Here’s a clip that highlights Lindgren’s skating. Smooth like butter.

Lindgren is borderline elite in the offensive zone when it comes to moving the puck and making passes. He’s such a smart player and is able to completely control every facet of the game in the offensive zone. He comfortably ran a power play and was able to generate a lot of offense. Lindgren may not always be the primary setup guy, but he’s always going to make a strong pass to a player in the offensive zone. 25 of his 44 points this season were primary points, and 28 of his 44 points were at even strength. This is a player that is able to make an impact both at even strength and on the power play, which is encouraging. A lot of the time, if a player struggles at even strength in junior, they’re not going to be able to cut it in the NHL. Lindgren has shown that he’s just as effective, if not more effective, at even strength.

Lindgren’s defensive game has been spotty for me. I believe that his skating gives him the ability to close gaps quickly, but he lacks strength and can lose battles along the boards. I’ve seen him make a lot of strong plays with his stick, but he’ll need to add about 10-15 pounds and start to throw his weight around in order to be a great defensive player. He did see time on the penalty kill this year and has shown that he can be trusted with these minutes, however.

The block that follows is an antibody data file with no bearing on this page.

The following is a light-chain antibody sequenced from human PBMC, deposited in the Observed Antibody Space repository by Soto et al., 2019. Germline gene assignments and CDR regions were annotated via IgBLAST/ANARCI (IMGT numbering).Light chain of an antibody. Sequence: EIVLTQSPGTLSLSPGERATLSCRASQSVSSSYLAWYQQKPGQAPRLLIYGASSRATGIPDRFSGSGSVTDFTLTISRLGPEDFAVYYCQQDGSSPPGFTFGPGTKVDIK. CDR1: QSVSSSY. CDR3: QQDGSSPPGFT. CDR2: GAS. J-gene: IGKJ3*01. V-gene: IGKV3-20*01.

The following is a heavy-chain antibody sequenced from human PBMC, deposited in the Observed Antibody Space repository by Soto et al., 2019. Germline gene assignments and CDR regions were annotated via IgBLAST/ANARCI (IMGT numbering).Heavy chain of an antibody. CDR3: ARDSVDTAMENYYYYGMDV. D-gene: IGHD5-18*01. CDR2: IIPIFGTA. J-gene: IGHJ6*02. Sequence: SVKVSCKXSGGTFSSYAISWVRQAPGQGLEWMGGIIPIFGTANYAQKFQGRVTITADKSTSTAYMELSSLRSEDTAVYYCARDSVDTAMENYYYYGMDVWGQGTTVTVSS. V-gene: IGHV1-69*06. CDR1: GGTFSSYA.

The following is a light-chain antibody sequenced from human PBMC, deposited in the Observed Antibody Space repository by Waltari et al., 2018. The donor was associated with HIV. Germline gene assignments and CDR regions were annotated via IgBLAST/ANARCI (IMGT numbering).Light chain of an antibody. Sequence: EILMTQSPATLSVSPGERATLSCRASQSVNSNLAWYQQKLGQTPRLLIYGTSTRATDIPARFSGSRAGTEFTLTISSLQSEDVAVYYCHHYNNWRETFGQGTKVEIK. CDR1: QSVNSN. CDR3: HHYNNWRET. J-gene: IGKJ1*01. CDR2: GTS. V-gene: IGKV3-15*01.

Now, let’s talk about some areas in Lindgren’s game that concern me. I don’t see top pairing upside in his game, but I do see a player that will likely play in the NHL. The question that I have is: will Lindgren be a good enough defender to play in a top-four role? Right now, he’s average defensively and his skills offensively likely put his ceiling as a top four defenseman capable of running the second power play. This is why I have him ranked towards the end of the second round at this point in time. I love his offensive game, but I admit that there’s not a true dynamic trait that could push him up onto a team’s top pair.

Secondly, Lindgren can occasionally make some brutal passes out of his own end. Normally, he is able to initiate a breakout via an outlet pass or by carrying the puck out himself. Occasionally, he’ll have a lapse in judgment and have games where he’s turning the puck over on a regular basis. Now, I think that Lindgren improved over the course of this season and his comfort level in his own end also improved, but those concerns will still remain unless I see otherwise. Really, the biggest question that I have with Lindgren is his upside. Any other critique of his game would be a little too nit picky and nothing that couldn’t be fixed by working with an NHL development team.